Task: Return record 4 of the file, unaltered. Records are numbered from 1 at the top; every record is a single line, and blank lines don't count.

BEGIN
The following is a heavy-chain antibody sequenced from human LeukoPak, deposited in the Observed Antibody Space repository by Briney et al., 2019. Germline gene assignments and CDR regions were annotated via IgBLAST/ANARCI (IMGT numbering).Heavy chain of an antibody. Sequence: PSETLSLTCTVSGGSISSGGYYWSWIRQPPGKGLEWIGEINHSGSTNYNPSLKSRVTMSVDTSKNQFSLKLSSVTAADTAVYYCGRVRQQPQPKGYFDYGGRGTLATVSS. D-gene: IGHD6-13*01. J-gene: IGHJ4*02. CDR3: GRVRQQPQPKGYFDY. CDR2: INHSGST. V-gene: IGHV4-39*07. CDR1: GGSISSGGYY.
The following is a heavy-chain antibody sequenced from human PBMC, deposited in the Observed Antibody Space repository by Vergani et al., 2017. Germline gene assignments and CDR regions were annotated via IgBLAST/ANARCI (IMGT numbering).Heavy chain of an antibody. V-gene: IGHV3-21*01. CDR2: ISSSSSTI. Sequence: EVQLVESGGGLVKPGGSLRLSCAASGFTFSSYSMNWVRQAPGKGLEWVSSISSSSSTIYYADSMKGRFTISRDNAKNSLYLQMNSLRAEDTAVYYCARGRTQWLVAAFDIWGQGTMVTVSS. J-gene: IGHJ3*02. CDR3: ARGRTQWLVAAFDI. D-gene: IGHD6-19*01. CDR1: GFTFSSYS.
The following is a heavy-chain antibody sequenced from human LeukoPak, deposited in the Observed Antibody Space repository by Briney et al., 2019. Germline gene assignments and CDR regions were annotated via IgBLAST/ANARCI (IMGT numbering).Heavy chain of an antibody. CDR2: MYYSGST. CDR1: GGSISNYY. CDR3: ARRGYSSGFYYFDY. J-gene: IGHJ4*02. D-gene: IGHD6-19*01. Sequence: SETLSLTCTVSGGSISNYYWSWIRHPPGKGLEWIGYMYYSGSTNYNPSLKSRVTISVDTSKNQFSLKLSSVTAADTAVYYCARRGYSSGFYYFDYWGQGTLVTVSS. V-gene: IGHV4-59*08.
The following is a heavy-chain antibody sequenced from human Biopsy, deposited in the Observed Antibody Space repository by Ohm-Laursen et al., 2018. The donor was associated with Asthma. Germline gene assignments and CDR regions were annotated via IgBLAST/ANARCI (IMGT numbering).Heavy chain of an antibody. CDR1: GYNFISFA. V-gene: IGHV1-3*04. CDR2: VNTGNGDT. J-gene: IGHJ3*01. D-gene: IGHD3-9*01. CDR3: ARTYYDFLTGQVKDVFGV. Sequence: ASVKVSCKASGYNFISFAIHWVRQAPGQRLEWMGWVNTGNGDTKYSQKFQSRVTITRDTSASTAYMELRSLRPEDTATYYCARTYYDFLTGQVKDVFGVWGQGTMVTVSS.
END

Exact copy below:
The following is a heavy-chain antibody sequenced from human Biopsy, deposited in the Observed Antibody Space repository by Ohm-Laursen et al., 2018. The donor was associated with Asthma. Germline gene assignments and CDR regions were annotated via IgBLAST/ANARCI (IMGT numbering).Heavy chain of an antibody. CDR1: GYNFISFA. V-gene: IGHV1-3*04. CDR2: VNTGNGDT. J-gene: IGHJ3*01. D-gene: IGHD3-9*01. CDR3: ARTYYDFLTGQVKDVFGV. Sequence: ASVKVSCKASGYNFISFAIHWVRQAPGQRLEWMGWVNTGNGDTKYSQKFQSRVTITRDTSASTAYMELRSLRPEDTATYYCARTYYDFLTGQVKDVFGVWGQGTMVTVSS.